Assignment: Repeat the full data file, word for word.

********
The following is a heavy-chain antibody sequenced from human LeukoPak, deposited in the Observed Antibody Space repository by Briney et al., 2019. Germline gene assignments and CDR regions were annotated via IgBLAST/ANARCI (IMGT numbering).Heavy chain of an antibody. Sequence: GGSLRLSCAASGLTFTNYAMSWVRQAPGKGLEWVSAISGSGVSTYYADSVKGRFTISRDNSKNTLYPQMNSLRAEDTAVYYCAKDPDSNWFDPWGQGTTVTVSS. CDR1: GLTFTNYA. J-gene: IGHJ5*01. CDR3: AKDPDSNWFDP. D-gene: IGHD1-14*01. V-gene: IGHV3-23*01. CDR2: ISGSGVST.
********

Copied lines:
The following is a heavy-chain antibody sequenced from human LeukoPak, deposited in the Observed Antibody Space repository by Briney et al., 2019. Germline gene assignments and CDR regions were annotated via IgBLAST/ANARCI (IMGT numbering).Heavy chain of an antibody. Sequence: GGSLRLSCAASGLTFTNYAMSWVRQAPGKGLEWVSAISGSGVSTYYADSVKGRFTISRDNSKNTLYPQMNSLRAEDTAVYYCAKDPDSNWFDPWGQGTTVTVSS. CDR1: GLTFTNYA. J-gene: IGHJ5*01. CDR3: AKDPDSNWFDP. D-gene: IGHD1-14*01. V-gene: IGHV3-23*01. CDR2: ISGSGVST.